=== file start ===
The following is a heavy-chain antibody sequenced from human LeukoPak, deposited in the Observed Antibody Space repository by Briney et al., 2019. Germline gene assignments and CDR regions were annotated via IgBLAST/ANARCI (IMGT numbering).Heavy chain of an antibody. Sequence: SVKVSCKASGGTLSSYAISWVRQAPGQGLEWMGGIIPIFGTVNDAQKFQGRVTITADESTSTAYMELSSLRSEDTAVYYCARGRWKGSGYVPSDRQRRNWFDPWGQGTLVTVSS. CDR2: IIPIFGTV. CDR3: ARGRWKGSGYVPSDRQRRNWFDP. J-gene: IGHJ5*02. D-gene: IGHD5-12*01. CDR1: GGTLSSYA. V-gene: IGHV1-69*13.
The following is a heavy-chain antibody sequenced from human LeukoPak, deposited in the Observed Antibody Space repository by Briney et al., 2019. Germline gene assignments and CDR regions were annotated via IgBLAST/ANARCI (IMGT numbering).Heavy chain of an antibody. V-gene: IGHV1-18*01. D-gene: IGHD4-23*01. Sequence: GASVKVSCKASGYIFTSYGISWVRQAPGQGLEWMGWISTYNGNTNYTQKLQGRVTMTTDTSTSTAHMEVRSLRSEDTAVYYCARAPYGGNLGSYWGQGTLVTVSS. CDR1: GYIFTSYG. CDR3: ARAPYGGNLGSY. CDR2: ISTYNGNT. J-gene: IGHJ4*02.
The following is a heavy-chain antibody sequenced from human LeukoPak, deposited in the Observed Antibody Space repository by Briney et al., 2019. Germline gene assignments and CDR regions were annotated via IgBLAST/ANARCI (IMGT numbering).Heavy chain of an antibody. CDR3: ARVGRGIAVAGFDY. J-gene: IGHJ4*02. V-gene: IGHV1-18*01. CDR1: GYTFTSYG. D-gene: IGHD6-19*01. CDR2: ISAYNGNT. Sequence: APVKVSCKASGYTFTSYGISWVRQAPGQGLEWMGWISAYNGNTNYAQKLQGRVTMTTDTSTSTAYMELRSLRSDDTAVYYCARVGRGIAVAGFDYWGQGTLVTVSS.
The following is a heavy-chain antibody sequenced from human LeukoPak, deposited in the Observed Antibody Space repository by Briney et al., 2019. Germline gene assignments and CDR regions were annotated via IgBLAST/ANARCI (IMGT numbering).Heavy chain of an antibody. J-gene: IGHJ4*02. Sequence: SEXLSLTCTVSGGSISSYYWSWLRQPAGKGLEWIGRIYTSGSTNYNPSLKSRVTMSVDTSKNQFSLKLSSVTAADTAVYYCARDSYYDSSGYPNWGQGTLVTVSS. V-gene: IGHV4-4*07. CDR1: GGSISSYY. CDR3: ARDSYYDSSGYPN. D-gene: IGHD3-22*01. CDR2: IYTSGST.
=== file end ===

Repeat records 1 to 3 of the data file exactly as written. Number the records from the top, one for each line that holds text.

The following is a heavy-chain antibody sequenced from human LeukoPak, deposited in the Observed Antibody Space repository by Briney et al., 2019. Germline gene assignments and CDR regions were annotated via IgBLAST/ANARCI (IMGT numbering).Heavy chain of an antibody. Sequence: SVKVSCKASGGTLSSYAISWVRQAPGQGLEWMGGIIPIFGTVNDAQKFQGRVTITADESTSTAYMELSSLRSEDTAVYYCARGRWKGSGYVPSDRQRRNWFDPWGQGTLVTVSS. CDR2: IIPIFGTV. CDR3: ARGRWKGSGYVPSDRQRRNWFDP. J-gene: IGHJ5*02. D-gene: IGHD5-12*01. CDR1: GGTLSSYA. V-gene: IGHV1-69*13.
The following is a heavy-chain antibody sequenced from human LeukoPak, deposited in the Observed Antibody Space repository by Briney et al., 2019. Germline gene assignments and CDR regions were annotated via IgBLAST/ANARCI (IMGT numbering).Heavy chain of an antibody. V-gene: IGHV1-18*01. D-gene: IGHD4-23*01. Sequence: GASVKVSCKASGYIFTSYGISWVRQAPGQGLEWMGWISTYNGNTNYTQKLQGRVTMTTDTSTSTAHMEVRSLRSEDTAVYYCARAPYGGNLGSYWGQGTLVTVSS. CDR1: GYIFTSYG. CDR3: ARAPYGGNLGSY. CDR2: ISTYNGNT. J-gene: IGHJ4*02.
The following is a heavy-chain antibody sequenced from human LeukoPak, deposited in the Observed Antibody Space repository by Briney et al., 2019. Germline gene assignments and CDR regions were annotated via IgBLAST/ANARCI (IMGT numbering).Heavy chain of an antibody. CDR3: ARVGRGIAVAGFDY. J-gene: IGHJ4*02. V-gene: IGHV1-18*01. CDR1: GYTFTSYG. D-gene: IGHD6-19*01. CDR2: ISAYNGNT. Sequence: APVKVSCKASGYTFTSYGISWVRQAPGQGLEWMGWISAYNGNTNYAQKLQGRVTMTTDTSTSTAYMELRSLRSDDTAVYYCARVGRGIAVAGFDYWGQGTLVTVSS.